This provision deals only with the taking of blood under a warrant in a situation where there has been a death or an injury and where the driver is unable to consent to the taking of blood. Typically the driver is injured, unconscious, or otherwise unable to consent to the taking of blood, and therefore the warrant is needed to take that blood.

Mr. Peter MacKay: And all of the provisions that pertain to warrants, the judicial-authorized authority, have to be followed.

Mr. Hal Pruden: That's correct.

Mr. Peter MacKay: But I just want to be clear on this. You're right to say that it's not codified, but it has been the practice since time immemorial, since breathalyzers first came into use, that the defence counsel could request a sample of that breath that was taken, and that would also attach to blood.

Mr. Hal Pruden: There is no breath that is put into any container.

Mr. Peter MacKay: But they have a right to see the results.

Mr. Hal Pruden: That's correct, yes, absolutely.

Mr. Yvan Roy: There is nothing in this legislation that would curtail what is currently the state of the law. With respect to disclosure, for instance, these rules continue to apply. All that is being done through the legislation is adding the word “drug” so that the taking of the sample can take place with respect to when the crown or the police have reason to believe driving took place under the influence of either alcohol or drugs. The rest remains the same.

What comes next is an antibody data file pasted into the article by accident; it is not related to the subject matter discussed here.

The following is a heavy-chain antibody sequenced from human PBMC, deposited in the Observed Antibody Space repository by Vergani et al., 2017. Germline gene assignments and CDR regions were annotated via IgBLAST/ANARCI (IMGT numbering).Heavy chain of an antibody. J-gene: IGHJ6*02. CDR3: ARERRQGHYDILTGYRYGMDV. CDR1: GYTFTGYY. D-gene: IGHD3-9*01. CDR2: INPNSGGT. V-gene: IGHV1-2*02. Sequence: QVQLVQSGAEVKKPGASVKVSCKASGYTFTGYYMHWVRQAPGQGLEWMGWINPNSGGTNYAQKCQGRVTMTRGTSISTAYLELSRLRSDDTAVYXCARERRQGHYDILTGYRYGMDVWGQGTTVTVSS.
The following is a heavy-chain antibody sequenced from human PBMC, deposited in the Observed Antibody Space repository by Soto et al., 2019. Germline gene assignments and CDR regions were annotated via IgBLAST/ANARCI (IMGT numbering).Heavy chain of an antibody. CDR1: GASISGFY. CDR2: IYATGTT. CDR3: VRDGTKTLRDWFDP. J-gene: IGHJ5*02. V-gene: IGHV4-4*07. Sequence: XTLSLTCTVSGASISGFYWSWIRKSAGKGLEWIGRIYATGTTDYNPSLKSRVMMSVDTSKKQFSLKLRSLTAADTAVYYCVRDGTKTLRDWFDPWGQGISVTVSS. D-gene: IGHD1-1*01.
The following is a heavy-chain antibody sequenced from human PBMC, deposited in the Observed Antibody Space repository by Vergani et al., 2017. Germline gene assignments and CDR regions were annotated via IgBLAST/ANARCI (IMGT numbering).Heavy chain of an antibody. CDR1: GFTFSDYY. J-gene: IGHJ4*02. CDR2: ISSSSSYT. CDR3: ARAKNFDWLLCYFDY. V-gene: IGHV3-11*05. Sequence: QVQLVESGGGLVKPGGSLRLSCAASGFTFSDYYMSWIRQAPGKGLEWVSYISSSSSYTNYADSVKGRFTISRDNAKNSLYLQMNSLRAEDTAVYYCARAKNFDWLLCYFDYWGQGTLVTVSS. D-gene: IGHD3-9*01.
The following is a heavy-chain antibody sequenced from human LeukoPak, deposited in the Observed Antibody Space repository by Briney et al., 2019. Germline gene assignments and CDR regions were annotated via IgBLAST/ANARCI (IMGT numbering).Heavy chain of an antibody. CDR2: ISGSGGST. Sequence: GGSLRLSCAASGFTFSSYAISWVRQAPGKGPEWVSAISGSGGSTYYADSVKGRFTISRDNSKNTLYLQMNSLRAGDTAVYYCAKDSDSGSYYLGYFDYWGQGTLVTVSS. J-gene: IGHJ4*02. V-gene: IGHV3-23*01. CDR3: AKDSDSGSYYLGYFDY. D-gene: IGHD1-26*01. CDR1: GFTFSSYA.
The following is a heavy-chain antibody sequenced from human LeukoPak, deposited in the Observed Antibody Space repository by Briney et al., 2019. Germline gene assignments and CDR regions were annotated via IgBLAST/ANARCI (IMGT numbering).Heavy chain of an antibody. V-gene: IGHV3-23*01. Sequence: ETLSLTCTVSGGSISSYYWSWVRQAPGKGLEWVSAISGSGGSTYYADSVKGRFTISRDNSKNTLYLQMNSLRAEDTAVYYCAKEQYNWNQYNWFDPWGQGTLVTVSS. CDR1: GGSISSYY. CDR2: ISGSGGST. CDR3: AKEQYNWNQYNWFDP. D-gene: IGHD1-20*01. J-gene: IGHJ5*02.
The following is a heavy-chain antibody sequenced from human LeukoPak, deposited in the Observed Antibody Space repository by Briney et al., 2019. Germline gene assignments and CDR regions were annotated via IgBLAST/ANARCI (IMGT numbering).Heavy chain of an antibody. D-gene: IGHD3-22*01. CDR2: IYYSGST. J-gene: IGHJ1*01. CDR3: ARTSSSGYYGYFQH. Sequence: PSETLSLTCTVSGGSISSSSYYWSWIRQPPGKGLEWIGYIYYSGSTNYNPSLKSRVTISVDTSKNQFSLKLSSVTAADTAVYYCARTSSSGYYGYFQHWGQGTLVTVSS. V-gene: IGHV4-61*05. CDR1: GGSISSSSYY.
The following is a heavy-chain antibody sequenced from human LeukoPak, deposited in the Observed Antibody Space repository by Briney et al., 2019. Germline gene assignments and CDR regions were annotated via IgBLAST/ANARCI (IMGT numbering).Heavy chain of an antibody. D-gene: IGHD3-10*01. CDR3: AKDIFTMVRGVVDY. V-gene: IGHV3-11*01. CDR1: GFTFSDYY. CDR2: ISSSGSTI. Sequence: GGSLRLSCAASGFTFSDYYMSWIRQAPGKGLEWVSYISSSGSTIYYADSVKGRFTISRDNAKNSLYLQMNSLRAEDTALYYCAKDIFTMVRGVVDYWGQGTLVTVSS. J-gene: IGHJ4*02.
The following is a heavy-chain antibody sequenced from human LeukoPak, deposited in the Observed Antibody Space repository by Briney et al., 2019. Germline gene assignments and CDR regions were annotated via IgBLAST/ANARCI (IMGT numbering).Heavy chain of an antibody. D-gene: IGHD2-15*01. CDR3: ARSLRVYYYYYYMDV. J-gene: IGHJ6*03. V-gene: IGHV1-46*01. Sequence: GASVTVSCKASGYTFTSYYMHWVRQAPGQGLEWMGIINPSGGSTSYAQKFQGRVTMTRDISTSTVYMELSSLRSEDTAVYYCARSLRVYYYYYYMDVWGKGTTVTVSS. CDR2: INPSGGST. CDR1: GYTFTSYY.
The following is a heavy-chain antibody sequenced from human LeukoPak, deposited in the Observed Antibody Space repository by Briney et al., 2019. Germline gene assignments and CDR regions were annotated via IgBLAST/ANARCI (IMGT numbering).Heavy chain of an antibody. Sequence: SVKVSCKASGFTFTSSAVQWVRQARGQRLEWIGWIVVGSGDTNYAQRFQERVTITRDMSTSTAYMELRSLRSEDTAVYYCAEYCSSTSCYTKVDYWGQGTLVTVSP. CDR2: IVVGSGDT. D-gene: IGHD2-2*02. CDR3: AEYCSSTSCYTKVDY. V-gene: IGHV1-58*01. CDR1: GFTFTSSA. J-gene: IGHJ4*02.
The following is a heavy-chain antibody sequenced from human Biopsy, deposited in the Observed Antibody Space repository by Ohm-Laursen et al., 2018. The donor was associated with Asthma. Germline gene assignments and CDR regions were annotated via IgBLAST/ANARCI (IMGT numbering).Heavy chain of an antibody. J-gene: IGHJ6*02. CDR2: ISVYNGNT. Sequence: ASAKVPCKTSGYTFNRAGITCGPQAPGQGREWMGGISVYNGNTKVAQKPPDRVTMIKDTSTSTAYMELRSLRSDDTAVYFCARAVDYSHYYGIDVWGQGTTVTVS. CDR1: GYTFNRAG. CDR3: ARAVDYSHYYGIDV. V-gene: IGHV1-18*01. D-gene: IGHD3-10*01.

Mr. Peter MacKay: And the four-hour preceding time?

Mr. Yvan Roy: Yes, exactly.

Mr. Peter MacKay: Okay.

I mean, this is obviously something there's going to be a test case on almost immediately.

Mr. Yvan Roy: That goes to the things we're doing, yes.

Mr. Peter MacKay: Exactly—only if we have a prudent defence.

Voices: Oh, oh!

The Chair: I don't see any other questions. If that's the case, I want to thank very much the officials from the Department of Justice and would suggest we proceed immediately to clause-by-clause.

(Clause 1 agreed to on division)

(On clause 2)

The Chair: Madam Venne.

[Translation]

Ms. Pierrette Venne: This time, I would like the vote to be recorded, please.

• 0955

[English]

(Clause 2 agreed to: yeas 9; nays 1)

(Clause 3 agreed to on division)

(Clause 4 agreed to)

(On clause 5)

The Chair: Madam Venne.

[Translation]

Ms. Pierrette Venne: For the last time, Mr. Chairman, I ask that the vote be recorded.

[English]

(Clause 5 agreed to: yeas 9; nays 1)

The Chair: Shall the title carry?

Some hon. members: Agreed.

Some hon. members: On division.

The Chair: Shall the bill carry?

Some hon. members: Agreed.

Some hon. members: On division.

The Chair: Shall I report the bill to the House?

Some hon. members: Agreed.

Some hon. members: On division.

The Chair: There being no amendments, a reprint is not necessary. I thank you all very much.

Just before we adjourn, I would bring it to the attention of any members of the Sub-committee on Organized Crime who happen to be here that we're meeting on Thursday at 9:30 a.m.

We will be meeting at our allotted time on Tuesday and Wednesday, hearing witnesses on Mr. Strahl's private member's bill, Bill C-244, the good Samaritan bill.

The meeting is adjourned. Have a nice weekend.